> open-sourcer would probably wish to tackle in their spare time. of course,
    > it would be nice to have a symbolic module :)


    Agreed for the first. The point remains that it is something
    which Python doesn't have. It could be added as modules, but
    Mathematica's syntax makes it easier to express some equations
    than Python does.

    > > color as part of syntax (like ColorForth)

    >
    > color meaning built-in? this i have never heard of. how does it work?


    Google. "color forth". "I'm feeling lucky"
    http://www.colorforth.com/
    ] In Forth, a new word is defined by a preceeding colon, words inside
    ] a definition are compiled, outside are executed. In colorForth a new
    ] word is red, green words are compiled, yellow executed. This use of
    ] color further reduces the syntax, or punctuation, needed. It also makes
    ] explicit how the computer will interpret each word.


    > > predicate logic (like Prolog)
    > > literate programming (like WEB -> Pascal/TeX)
    > > aspect-oriented programming (like AspectJ)
    > > stack nature (like Postscript (I had Forth here but didn't want a dup

    > :))
    > > programming by contract (like Eiffel)

    >
    > can any of these be explained quickly?


    Google. "predicate logic" prolog. "I'm feeling lucky"
    http://remus.rutgers.edu/cs314/f2002/uli/lectures/lec24.pdf

    Google. "literate programming" web. "I'm feeling lucky"
    http://www.literateprogramming.com/

    Google. "aspect-oriented programming". "I'm feeling lucky"
    http://aosd.net/

    Google. "FORTH". "I'm feeling lucky". Browse a few links
    to the FAQ
    ftp://ftp.forth.org/pub/Forth/FAQ/general

    Here's another route. Go to FOLDOC ("Free on-line dictionary
    of computing"). Search for "FORTH"
    ] 1. <language> An interactive extensible language using postfix
    ] syntax and a data stack, developed by Charles H. Moore in
    ] the 1960s.

    Follow the link for "postfix notation"
    http://wombat.doc.ic.ac.uk/foldoc/foldoc.cgi?postfix syntax

    "Programming by contract" should be "Design by contract".
    In addition to Google for these searches, try the PPR wiki,
    eg http://c2.com/cgi/wiki?DesignByContract

    Andrew
     
    Andrew Dalke, Aug 24, 2003
    #4
  5. Geoff Howland

    nnes Guest

    Geoff Howland <> wrote in message news:<>...
    > On Sat, 23 Aug 2003 15:39:27 GMT, "Ryan Lowe" <>
    > wrote:
    >
    > Just to point some things out since I started the {} [] thread. I was
    > trying to do something hacky, and while I wanted the [].len() type
    > calls for my team mates, I never had a problem with the current len()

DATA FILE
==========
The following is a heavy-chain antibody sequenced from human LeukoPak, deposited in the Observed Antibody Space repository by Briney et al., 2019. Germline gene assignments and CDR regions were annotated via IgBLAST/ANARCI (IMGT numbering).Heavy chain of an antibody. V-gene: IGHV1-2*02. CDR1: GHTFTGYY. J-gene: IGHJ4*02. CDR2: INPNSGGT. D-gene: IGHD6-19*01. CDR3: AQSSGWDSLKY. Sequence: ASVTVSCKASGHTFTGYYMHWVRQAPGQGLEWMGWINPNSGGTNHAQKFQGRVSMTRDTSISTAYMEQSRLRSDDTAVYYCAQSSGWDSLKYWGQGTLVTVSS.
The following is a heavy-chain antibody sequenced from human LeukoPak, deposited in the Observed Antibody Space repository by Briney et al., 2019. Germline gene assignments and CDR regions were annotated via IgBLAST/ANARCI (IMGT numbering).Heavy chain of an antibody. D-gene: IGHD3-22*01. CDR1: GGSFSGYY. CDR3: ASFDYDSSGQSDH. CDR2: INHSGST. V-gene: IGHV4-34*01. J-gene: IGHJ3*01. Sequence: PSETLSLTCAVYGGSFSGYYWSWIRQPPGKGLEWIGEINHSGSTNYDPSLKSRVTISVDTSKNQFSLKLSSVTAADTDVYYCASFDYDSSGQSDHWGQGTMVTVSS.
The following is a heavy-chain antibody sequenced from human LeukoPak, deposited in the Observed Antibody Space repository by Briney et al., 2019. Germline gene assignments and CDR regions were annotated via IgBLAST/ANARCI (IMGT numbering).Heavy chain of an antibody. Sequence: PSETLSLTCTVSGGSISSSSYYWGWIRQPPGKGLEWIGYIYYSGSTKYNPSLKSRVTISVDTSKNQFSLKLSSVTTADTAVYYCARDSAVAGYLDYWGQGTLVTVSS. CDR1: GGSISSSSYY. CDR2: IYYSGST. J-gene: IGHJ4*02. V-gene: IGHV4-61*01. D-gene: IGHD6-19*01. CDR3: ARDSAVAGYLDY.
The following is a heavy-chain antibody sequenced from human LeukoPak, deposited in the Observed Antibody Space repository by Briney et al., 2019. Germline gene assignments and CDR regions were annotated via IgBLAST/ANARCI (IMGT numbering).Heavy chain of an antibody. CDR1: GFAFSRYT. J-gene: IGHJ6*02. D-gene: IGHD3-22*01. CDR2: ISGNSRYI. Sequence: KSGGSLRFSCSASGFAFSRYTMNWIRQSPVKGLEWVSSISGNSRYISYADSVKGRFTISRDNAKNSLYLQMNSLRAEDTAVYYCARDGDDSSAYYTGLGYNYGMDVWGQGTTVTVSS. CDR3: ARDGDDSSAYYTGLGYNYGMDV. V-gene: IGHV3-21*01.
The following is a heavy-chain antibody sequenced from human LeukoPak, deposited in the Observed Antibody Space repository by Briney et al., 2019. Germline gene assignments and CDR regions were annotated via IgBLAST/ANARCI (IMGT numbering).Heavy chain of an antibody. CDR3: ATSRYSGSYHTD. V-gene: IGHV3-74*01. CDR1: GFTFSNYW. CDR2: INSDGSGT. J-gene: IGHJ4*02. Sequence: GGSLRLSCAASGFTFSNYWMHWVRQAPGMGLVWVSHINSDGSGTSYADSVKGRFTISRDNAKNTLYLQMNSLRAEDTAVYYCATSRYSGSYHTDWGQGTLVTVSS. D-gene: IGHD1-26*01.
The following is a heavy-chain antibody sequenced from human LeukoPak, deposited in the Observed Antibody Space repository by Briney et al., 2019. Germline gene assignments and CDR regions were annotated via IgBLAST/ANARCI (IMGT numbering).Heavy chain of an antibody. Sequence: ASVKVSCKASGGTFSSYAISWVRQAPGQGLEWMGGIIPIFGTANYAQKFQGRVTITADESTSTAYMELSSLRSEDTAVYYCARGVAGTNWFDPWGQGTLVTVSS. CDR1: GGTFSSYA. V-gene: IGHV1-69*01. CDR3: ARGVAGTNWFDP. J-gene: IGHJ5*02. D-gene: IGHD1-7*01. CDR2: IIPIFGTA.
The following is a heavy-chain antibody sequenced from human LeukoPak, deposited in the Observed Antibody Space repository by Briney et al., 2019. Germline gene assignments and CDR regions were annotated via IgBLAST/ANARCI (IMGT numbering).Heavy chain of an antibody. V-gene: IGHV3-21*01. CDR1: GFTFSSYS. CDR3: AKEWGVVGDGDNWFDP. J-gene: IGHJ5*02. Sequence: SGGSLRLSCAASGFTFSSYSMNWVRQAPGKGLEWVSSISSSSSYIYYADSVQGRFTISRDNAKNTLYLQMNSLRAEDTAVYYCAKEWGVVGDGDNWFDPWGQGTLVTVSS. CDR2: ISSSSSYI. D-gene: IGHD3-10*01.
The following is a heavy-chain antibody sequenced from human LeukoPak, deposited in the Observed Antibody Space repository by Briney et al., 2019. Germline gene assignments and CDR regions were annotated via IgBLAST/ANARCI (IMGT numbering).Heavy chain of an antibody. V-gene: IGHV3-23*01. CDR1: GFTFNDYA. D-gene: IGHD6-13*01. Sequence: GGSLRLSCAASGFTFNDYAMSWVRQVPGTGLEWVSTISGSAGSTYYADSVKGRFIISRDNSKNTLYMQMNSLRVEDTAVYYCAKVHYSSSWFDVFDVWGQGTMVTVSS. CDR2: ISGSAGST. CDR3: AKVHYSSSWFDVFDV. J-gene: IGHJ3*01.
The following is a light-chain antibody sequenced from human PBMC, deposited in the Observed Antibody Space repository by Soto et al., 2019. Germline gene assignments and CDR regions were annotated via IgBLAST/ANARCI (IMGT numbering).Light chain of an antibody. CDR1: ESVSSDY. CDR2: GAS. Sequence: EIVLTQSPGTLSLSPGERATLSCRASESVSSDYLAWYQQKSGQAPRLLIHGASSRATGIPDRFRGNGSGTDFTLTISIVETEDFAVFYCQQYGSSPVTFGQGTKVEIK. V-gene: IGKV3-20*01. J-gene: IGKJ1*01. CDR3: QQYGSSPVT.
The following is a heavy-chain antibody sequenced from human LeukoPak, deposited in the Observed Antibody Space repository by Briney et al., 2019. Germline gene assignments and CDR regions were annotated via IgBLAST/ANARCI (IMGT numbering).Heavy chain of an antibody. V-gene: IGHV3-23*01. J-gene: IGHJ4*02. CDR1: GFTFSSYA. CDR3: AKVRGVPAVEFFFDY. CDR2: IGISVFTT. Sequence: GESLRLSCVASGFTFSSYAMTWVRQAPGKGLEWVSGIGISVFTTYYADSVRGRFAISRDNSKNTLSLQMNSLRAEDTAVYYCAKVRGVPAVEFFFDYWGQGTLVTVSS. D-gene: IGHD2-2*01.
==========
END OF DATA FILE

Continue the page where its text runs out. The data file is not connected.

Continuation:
> and understand the reasoning behind it. [].len() is more uniform, but
    > it also changes the requirements for the language in a duplicated
    > fashion, since the test for __len__() will always exist as well.
    >
    > So while I think they may have been reasonable requests, Im not sure
    > theyre really pitfalls, and Im not sure they would even work out that
    > well on a large scale which is why I wanted to implement it and test
    > it out myself.
    >
    >
    > -Geoff Howland
    > http://ludumdare.com/


    Can you post a link to that thread?

    I have never understood why python has [].count() or "".count() but
    len([]) and len("").

    Why not make len, sum, str, repr, etc just methods of the base object
    class with specific implementations for different types. Instead of
    doing len([]) we could do [].len().

    This is actually possible already in part. I think you can do
    [].__len__(). But I never understood the reasoning behind making these
    special __x__() methods instead of doing a plain x() and using it like
    obj.x().

    The only case I can think of, where it would look kind of odd would be
    floating points like:

    niceoutput=2.3.str()

    Anyway since Pythonistas are smart, it can not be a wart of the
    language and must be some lack in my understanding :)

    awaiting-to-be-enlightened-yours

    Nestor
     
    nnes, Aug 24, 2003
    #5
  6. Geoff Howland

    John Roth Guest

    "nnes" <> wrote in message
    news:...
    > Geoff Howland <> wrote in message

    news:<>...
    > > On Sat, 23 Aug 2003 15:39:27 GMT, "Ryan Lowe" <>
    > > wrote:
    > >
    > > Just to point some things out since I started the {} [] thread. I was
    > > trying to do something hacky, and while I wanted the [].len() type
    > > calls for my team mates, I never had a problem with the current len()
    > > and understand the reasoning behind it. [].len() is more uniform, but
    > > it also changes the requirements for the language in a duplicated
    > > fashion, since the test for __len__() will always exist as well.
    > >
    > > So while I think they may have been reasonable requests, Im not sure
    > > theyre really pitfalls, and Im not sure they would even work out that
    > > well on a large scale which is why I wanted to implement it and test
    > > it out myself.
    > >
    > >
    > > -Geoff Howland
    > > http://ludumdare.com/

    >
    > Can you post a link to that thread?
    >
    > I have never understood why python has [].count() or "".count() but
    > len([]) and len("").
    >
    > Why not make len, sum, str, repr, etc just methods of the base object
    > class with specific implementations for different types. Instead of
    > doing len([]) we could do [].len().
    >
    > This is actually possible already in part. I think you can do
    > [].__len__(). But I never understood the reasoning behind making these
    > special __x__() methods instead of doing a plain x() and using it like
    > obj.x().
    >
    > The only case I can think of, where it would look kind of odd would be
    > floating points like:
    >
    > niceoutput=2.3.str()
    >
    > Anyway since Pythonistas are smart, it can not be a wart of the
    > language and must be some lack in my understanding :)
    >
    > awaiting-to-be-enlightened-yours


    Mostly history. Python doesn't have a standard class that's
    a base class for everything, although it's moving that way
    with the object class in 2.2 So while it would have been